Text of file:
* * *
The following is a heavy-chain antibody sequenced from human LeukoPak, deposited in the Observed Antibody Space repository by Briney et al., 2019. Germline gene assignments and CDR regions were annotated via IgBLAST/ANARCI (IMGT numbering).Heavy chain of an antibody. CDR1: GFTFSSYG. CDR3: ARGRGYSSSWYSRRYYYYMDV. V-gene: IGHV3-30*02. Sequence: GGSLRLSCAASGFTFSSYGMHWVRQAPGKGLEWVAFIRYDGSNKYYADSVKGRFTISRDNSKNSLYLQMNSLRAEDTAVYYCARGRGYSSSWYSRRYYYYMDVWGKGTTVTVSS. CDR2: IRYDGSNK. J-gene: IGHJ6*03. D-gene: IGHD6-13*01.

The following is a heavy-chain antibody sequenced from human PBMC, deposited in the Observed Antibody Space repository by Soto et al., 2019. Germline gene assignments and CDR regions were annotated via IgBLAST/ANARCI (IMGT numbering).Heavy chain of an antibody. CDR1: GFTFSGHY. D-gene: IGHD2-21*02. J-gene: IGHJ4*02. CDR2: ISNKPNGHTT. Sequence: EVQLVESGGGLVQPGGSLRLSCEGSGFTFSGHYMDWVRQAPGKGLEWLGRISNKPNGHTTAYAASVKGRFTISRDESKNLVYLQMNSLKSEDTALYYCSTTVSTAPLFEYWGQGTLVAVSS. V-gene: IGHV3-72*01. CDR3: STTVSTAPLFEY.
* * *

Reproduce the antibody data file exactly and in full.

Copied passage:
The following is a heavy-chain antibody sequenced from human LeukoPak, deposited in the Observed Antibody Space repository by Briney et al., 2019. Germline gene assignments and CDR regions were annotated via IgBLAST/ANARCI (IMGT numbering).Heavy chain of an antibody. CDR1: GFTFSSYG. CDR3: ARGRGYSSSWYSRRYYYYMDV. V-gene: IGHV3-30*02. Sequence: GGSLRLSCAASGFTFSSYGMHWVRQAPGKGLEWVAFIRYDGSNKYYADSVKGRFTISRDNSKNSLYLQMNSLRAEDTAVYYCARGRGYSSSWYSRRYYYYMDVWGKGTTVTVSS. CDR2: IRYDGSNK. J-gene: IGHJ6*03. D-gene: IGHD6-13*01.

The following is a heavy-chain antibody sequenced from human PBMC, deposited in the Observed Antibody Space repository by Soto et al., 2019. Germline gene assignments and CDR regions were annotated via IgBLAST/ANARCI (IMGT numbering).Heavy chain of an antibody. CDR1: GFTFSGHY. D-gene: IGHD2-21*02. J-gene: IGHJ4*02. CDR2: ISNKPNGHTT. Sequence: EVQLVESGGGLVQPGGSLRLSCEGSGFTFSGHYMDWVRQAPGKGLEWLGRISNKPNGHTTAYAASVKGRFTISRDESKNLVYLQMNSLKSEDTALYYCSTTVSTAPLFEYWGQGTLVAVSS. V-gene: IGHV3-72*01. CDR3: STTVSTAPLFEY.